The young man, identified as CJ, told the child protection royal commission he was angry and confused that he was never given a chance to stay with other relatives.
"You don't just get taken away from your family out of the blue and expect to adapt," he wrote in a statement.
"I always felt like I was alone in the system."
CJ said he was never given enough opportunities to see his parents and brothers.
"I would have at least liked to have been with Aboriginal people."
"Just the idea of being with family would have helped me I think, because I would have felt like I belonged," he said.
"And if they couldn't find family, I would have at least liked to have been with Aboriginal people."
CJ has been in and out of Darwin's Don Dale Youth Detention Centre and was homeless in between foster homes while doing crimes to "look after" himself.
CJ, who has ADHD, was happy when he first arrived at Don Dale, stating 'it was mad having family around, but everyone started graduating to big jail.'
By the time he turned 16, CJ took off to Adelaide to live independently with his mates, the only family he felt he had at the time.
CJ soon developed depression and an alcohol addiction, but has never received drug counselling.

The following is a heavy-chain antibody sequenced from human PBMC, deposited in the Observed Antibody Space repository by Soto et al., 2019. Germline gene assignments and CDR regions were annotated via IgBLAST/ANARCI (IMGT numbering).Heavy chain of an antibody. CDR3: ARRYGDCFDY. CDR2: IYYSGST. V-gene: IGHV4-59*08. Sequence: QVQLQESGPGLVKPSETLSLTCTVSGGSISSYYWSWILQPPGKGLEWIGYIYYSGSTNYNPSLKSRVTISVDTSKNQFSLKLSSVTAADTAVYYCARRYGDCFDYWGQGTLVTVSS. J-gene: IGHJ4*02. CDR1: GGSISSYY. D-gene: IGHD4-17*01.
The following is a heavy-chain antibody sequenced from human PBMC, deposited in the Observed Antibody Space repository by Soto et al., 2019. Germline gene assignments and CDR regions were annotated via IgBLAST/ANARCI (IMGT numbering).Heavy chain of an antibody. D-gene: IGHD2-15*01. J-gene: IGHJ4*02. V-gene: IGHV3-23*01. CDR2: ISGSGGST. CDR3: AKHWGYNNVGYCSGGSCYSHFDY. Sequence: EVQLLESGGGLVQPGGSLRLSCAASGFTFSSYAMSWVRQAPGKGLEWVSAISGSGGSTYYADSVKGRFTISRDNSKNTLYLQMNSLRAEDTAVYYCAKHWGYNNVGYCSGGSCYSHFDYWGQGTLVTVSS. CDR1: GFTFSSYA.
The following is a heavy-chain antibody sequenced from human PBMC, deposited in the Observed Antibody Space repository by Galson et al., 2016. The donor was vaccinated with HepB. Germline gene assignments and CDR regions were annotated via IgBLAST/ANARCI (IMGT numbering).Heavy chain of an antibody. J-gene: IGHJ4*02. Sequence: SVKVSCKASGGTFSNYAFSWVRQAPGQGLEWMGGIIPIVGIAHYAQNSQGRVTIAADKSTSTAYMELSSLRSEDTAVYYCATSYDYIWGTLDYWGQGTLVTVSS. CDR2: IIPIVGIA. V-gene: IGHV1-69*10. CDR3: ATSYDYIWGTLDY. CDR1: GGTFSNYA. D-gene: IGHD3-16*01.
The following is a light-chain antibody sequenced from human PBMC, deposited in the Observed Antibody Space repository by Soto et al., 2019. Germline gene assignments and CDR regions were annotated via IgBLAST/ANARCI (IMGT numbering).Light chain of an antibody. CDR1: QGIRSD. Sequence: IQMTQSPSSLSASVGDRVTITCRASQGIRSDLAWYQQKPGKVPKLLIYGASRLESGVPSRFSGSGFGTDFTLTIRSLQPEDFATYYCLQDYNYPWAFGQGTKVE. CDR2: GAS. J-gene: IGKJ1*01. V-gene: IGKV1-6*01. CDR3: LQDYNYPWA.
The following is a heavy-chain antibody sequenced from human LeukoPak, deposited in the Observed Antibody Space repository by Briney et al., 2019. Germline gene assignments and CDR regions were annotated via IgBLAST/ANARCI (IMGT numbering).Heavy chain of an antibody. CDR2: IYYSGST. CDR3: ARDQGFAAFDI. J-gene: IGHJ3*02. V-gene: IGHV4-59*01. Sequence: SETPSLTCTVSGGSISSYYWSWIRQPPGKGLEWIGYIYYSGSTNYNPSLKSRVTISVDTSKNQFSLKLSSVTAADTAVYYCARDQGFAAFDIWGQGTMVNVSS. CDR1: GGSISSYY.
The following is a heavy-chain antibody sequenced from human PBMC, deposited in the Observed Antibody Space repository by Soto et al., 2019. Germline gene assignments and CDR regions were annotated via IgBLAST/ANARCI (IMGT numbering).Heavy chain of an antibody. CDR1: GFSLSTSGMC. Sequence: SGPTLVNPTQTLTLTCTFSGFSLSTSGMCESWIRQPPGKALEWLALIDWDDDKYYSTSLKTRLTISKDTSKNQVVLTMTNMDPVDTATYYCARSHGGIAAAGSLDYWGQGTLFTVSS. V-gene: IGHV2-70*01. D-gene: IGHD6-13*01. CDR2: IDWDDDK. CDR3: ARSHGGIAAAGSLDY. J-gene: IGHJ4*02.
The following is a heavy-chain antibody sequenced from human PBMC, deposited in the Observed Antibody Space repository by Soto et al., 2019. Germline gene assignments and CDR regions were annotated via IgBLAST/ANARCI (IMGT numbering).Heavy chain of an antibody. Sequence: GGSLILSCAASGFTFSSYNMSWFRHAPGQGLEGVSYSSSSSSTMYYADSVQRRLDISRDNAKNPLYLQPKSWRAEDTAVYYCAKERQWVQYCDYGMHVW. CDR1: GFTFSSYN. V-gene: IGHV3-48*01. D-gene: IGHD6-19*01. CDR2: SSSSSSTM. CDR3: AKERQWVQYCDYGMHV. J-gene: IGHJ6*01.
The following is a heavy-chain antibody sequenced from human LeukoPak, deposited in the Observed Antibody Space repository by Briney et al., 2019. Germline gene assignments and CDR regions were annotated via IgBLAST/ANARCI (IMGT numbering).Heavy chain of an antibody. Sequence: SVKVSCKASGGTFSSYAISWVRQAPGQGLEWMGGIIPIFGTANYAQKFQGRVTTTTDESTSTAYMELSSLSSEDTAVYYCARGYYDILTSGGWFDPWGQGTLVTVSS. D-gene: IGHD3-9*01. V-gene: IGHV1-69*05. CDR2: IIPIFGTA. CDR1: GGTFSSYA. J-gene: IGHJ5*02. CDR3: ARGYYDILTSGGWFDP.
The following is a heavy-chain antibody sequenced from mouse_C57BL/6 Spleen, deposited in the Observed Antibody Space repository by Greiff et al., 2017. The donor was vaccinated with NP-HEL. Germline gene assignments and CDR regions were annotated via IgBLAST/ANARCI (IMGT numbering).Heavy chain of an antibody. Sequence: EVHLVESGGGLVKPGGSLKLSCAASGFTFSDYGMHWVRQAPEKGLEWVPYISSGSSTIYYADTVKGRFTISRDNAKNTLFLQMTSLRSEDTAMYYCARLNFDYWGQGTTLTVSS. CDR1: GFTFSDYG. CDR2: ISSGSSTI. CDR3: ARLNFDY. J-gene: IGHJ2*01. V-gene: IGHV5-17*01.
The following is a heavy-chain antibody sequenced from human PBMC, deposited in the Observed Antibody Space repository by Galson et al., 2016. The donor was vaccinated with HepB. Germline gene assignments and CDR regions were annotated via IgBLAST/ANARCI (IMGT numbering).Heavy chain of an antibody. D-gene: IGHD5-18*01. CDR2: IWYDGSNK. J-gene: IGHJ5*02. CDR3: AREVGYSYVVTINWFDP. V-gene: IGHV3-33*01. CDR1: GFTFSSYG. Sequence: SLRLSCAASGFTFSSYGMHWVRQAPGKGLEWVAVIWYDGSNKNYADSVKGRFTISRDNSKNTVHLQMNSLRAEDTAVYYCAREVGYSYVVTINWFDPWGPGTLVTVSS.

"I don't think I would have become the person I am... if I didn't go into care," he said.
Around nine out of 10 NT kids in out of home care are Aboriginal, but only about 25 per cent of those kids are placed in kinship care.
Senior counsel assisting the inquiry Peter Morrissey SC labelled this as 'abysmally low', considering NT law requires priority to be given to extended families and the broader Aboriginal community when kids are separated from their parents because of abuse or neglect.
Territory Families Out of Home Care Acting Executive Director, Marnie Couch said she would like those numbers to be much higher.
"Every child deserves to be in kinship care where possible... where it doesn't compromise their safety."
Ms Couch said her department was working hard to recruit more kinship carers through a marketing campaign in five different languages, while also consulting families, local service providers, community leaders and councils.
But Mr Morrissey said many potential candidates aren't coming forward due to an 'endemic distrust' of the welfare department.